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In InDesign CS4 Power Shortcuts, Adobe product manager and designer Michael Ninness reveals hundreds of tips to boost productivity, including the top 20 power shortcuts every InDesign user must know. From placing multiple images to the hidden power of Quick Apply, each one of these videos covers an important topic, and includes just the right amount of information to make anyone a true InDesign power user. InDesign users are always looking for faster, more efficient ways to do everything, and this course offers just what they're looking for. Exercise files accompany the course.
So some InDesign users can be really organized and they utilize groups extensively. They even create what's called nested groups, so groups within groups. The problem with that is that selecting items within a group or selecting a nested group within another nested group can be a little tricky if you don't really know some shortcuts here. So we are going to walk through some of these scenarios. First, let's create a group again. So I am going to drag select with the Selection tool across these five items here and then I will Shift-click on that background object, because I don't want that to be part of the group, and I am going to group that's Command+G or Ctrl+G. Great, there's one group.
It gives me the dash line that indicates that is a group. I am going to turn this text frame, in this yellow text frame into a group. So I have selected them both by Shift- clicking, Command+G or Ctrl+G. Now I have a second group. I am actually going to select these two objects now. This group of two objects along with this frame and turn it into a group, Command+G, Ctrl+G. Then I will Shift- click to select in that group and we'll wrap these two groups into yet another group. Now this is kind of a silly example for this particular page design, because this really not all that meaningful, but this is just for demonstration purposes.
It's quite common to have groups within groups within groups. It might have an advertisement on an article page and everything within that ad is a group and there might even be some subgroups within the advertisements. So you can imagine that this is a useful metaphor to organize a page. Now it comes time to actually operating and working on items within a group. Now the most direct way to select any single item, it's as if the groups are nonexistent here, is to use the Direct Selection tool. So if I press the letter A, that toggles me or switches me to the hollow arrow, the white arrow and then I can just click on any object whether it's in a group or not and it just goes directly to that object.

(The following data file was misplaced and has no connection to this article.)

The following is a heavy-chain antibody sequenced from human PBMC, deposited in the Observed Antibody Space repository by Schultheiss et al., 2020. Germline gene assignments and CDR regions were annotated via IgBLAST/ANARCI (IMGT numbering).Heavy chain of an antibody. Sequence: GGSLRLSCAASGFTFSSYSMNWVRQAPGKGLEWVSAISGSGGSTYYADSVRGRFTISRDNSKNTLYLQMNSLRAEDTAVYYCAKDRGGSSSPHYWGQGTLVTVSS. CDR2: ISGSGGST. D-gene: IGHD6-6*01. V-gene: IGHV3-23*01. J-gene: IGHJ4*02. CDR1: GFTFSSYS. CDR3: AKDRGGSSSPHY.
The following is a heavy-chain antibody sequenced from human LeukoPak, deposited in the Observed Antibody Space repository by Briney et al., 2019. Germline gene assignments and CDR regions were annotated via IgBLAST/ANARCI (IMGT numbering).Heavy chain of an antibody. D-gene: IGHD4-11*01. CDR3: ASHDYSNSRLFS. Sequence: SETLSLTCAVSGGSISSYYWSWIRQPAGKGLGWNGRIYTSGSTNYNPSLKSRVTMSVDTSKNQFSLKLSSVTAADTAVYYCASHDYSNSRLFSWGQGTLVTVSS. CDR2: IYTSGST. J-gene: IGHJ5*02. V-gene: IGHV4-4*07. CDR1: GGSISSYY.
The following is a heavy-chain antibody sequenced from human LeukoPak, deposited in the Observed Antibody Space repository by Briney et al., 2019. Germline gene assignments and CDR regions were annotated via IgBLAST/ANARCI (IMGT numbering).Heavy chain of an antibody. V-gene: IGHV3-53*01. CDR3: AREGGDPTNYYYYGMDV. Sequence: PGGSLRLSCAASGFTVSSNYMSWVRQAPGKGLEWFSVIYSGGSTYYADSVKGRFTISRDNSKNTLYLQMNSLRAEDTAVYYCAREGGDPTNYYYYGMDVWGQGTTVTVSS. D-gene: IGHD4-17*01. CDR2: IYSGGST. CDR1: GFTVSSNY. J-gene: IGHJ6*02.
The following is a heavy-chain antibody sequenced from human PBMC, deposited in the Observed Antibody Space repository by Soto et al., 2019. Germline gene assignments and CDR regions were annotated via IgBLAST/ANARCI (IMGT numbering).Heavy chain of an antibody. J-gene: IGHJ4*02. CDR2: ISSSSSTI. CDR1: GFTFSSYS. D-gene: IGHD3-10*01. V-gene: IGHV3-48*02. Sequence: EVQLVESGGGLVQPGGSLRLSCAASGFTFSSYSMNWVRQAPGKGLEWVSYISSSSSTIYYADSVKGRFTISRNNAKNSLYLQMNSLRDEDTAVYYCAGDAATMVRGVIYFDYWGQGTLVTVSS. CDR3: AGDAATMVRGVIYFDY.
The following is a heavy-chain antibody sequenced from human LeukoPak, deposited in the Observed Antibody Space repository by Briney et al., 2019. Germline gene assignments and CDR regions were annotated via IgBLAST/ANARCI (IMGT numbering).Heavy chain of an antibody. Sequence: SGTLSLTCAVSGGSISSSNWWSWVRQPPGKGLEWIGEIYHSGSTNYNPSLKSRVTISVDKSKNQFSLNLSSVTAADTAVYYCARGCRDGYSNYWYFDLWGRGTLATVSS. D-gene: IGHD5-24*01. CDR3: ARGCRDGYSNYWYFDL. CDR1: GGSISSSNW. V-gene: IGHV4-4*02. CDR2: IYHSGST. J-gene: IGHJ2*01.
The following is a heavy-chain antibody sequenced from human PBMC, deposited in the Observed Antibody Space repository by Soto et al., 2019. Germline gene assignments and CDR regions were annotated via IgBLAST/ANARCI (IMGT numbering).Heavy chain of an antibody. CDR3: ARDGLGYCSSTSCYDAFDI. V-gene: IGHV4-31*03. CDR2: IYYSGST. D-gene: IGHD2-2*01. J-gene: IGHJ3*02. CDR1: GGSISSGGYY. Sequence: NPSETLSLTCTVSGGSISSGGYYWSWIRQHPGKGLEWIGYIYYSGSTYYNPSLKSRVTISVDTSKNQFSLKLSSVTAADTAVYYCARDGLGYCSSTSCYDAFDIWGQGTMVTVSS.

So if I click in that text frame, it ignores the fact that is a one group followed by another group. That's like four different groups before I would get to that text frame. The Direct Selection tool just cuts right through that and gives me that text frame directly. That's all great, but what if I actually wanted to select the subgroup of those five rectangles? That is a group within a group within a group. I have lost track, but you get the idea. Well, how am I going to do that? Direct Select just gives me that one object that I clicked on. If I double-click once the item is selected, that will toggle me back to the Selection tool and select the frame in its bounding box as opposed to the path.
But when I click on any other object now, I don't go to the subgroup of those five rectangles. I go all the way out to the parent group. What to do, what to do? Well, it turns out that there are actually some hierarchy buttons. It looks like these little Org Chart buttons helping the Control panel and they actually come pretty useful to select items within groups on the page. So right now, if I click this Down Arrow, it's actually going to go down and select each subgroup within a particular group.
It basically lets me walk with because sometimes called the tree. So I can go up to select that particular object's container and if I clicked the up button again, it's going to go to the uber group that has all of these in it. If I go down, that selects the next sub-container, but now if I click Down again, it's going to dive into that group. I want to go to the other group that's within this subgroup here. So just to recap, this is one group, this is another group. This text frame here is a subgroup within this group here.
I don't want to dive in there. I want to dive to here. So that's when you use the sideways buttons. This lets you go within the same level to the next object within the same level. So Up and Down goes up and down the tree or node and then the sideways buttons work within the same node. I know it sounds a little geeky and it's kind of weird, but believe it or not they actually come in quite handy in a complexly structured document. If you want to go deeper inside within a particular level, then you can go back up to the Down or Up tree buttons here.
If I clicked the Down button, now I'm starting to get an object within that group level and I can use the sideways buttons to go navigate within that particular group as well. So hopefully that made sense. You might need to watch this video one more time. It is kind of a complex example, but hopefully you've learned some basics here that just because a document has been organized in such a way, it doesn't mean you can't quickly and easily get to the component parts of it. These are especially helpful if you consume a document that was designed by someone else and you have really no idea what the structure is, you just inherited it, take a look for those what I call the Org Chart buttons.
It might just come in handy and help you decipher what the heck is going on with that document that you got from someone else.
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